The 2012 Daytona 500 was the first race in Daytona history to be delayed for a day. It was also the first to ever air on primetime television.
But in a strange turn of events, driver Brad Keselowski ended up with the most memorable first of all -- tweeting from the scene of his car crash.
After Juan Pablo Montoya's car struck a safety truck holding 200 gallons of kerosene, a fire delay with 40 laps remaining went into effect.
During the break, Brad Keselowski driver of the #2 Miller Lite Dodge, tweeted a photo of the fire from his car.
Fans were quick to ask if he was driving while using the social media service. He replied quickly, saying he was indeed stopped. He then answered several tweets, ranging from how much battery life was left on his phone (28 percent) and his thoughts on track conditions. He also retweeted incoming news about the race.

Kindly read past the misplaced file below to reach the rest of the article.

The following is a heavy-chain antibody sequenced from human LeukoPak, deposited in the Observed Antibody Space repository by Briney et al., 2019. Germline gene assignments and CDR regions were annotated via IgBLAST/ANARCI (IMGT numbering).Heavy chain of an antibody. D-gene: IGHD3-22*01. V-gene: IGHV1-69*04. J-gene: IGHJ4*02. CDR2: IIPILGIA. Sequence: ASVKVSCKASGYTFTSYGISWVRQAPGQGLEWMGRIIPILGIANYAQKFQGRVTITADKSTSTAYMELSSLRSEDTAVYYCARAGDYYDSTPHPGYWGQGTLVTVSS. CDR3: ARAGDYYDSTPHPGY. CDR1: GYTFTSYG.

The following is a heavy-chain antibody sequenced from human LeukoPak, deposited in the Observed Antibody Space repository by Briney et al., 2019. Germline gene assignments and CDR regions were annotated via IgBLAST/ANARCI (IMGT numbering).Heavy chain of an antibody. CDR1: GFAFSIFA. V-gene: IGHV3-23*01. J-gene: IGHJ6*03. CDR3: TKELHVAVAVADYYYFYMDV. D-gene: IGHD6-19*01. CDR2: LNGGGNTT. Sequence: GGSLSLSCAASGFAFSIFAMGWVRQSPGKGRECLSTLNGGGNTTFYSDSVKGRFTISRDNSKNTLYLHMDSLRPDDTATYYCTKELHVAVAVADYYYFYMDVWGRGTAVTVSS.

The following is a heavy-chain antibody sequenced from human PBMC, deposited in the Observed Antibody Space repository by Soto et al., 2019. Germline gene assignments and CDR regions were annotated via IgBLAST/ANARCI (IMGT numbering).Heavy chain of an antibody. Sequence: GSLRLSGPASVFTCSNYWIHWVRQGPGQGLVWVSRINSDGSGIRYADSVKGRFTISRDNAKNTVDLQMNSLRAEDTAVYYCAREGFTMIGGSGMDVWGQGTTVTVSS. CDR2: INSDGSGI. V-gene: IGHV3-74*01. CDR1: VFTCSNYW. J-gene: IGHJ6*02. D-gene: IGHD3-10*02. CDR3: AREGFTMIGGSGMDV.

Keselowski's initial foray into digital journalism didn't get him into victory lane though -- he finished 32nd overall. He said he keeps his phone in his pocket during races and told a fan on Twitter Tuesday that he'd continue to tweet during races if NASCAR allowed him.
His tweets during the race helped him gain more than 150,000 new followers in just a few hours. By comparison, the winner of the race, Matt Kenseth, has only 71,127.
Several states in the country have laws prohibiting drivers from texting while driving, even while stopped.